It doesn't matter if you spend more time than your opponent in a game. What matters is that you're spending the time effectively. The more complex the position the longer it's going to take to find the right move.
Where are your spending time time? And why? What is it you are thinking about? Are you double-checking, or triple checking your analysis? Or are you analysing as many moves as possible? Also look at the types of position you spend more time on: is it opening moves, is it positions right out of the opening, is it tactical positions, quiet strategic positions, unbalances positions, dynamic positions, or maybe positions you feel like you have a substantial advantage and you're trying to find a win?
The key is to bring discipline into your thinking, and train yourself to make a move quicker. First step is to figure out which position/moves the time is being spent. Then to figure out why. That why could lead you to identifying lack of knowledge/experience of a particular type of position -- maybe a weakness in your play. That means you can train yourself to get better at such positions, gain some confidence, and make it easier to find the right move quicker.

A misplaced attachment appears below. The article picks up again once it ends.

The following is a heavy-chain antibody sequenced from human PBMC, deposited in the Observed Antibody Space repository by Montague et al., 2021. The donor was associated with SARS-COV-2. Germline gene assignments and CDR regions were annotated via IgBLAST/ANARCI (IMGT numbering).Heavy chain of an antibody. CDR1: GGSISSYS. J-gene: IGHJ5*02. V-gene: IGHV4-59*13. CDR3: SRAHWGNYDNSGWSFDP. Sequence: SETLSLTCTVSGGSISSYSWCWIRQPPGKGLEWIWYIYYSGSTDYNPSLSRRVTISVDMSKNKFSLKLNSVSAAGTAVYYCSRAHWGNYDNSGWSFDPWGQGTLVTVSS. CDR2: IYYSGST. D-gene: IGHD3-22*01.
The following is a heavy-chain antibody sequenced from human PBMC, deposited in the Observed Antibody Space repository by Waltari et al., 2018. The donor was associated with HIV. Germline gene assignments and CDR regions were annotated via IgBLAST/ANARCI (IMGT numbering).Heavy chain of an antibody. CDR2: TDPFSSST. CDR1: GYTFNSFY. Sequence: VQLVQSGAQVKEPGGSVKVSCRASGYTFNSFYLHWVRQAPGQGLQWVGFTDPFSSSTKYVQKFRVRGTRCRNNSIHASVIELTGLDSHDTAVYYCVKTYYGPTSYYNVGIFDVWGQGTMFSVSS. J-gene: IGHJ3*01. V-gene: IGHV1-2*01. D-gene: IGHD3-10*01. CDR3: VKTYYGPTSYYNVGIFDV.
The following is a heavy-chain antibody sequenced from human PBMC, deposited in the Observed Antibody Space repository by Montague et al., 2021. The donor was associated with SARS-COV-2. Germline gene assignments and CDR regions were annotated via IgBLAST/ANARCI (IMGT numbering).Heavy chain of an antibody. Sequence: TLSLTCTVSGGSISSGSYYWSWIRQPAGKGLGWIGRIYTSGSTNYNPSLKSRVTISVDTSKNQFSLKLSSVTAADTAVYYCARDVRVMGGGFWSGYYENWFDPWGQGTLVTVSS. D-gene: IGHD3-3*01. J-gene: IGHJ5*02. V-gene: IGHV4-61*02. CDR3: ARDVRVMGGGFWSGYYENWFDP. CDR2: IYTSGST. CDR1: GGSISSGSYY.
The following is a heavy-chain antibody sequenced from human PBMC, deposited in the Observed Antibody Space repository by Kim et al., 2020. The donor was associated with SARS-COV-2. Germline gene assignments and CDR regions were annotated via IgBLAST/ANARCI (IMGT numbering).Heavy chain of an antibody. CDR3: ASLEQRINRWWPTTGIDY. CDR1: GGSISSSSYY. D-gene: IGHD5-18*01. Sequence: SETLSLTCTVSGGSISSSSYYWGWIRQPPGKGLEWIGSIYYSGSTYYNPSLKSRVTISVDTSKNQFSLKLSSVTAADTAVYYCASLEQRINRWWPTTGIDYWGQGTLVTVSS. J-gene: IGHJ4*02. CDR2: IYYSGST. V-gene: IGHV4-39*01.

However, if you are spending the time double- and triple-checking your calculations, then it's a confidence issue. Something like Kotov's book "How to Think Like a Grandmaster" might help, to start training yourself to analysing a variation once, and only once, and to trust your calculation abilities. Perhaps calculation training is all you need.
If the reason for the time being spent is in the middle game trying to find a plan, then finding annotated games by grandmasters in the same or similar openings might be the solution, to give you more familiarity of the positions. That will help build an instinct as to the right kinds of moves and plans to play.
If you're spending a lot of time in the opening, then maybe spending time studying various opening systems you are playing to get a better understanding of them, e.g. playing through annotated master games.
And a steady diet of calculation, both tactics puzzles and endgame calculations. Chess is very much a pattern-recognition problem at the human level. And discovering patterns in study will help spot them in play. Building that instinct to the correct move, and then using calculation to verify your instinct is correct -- that's the Magnus Carlsen school of chess.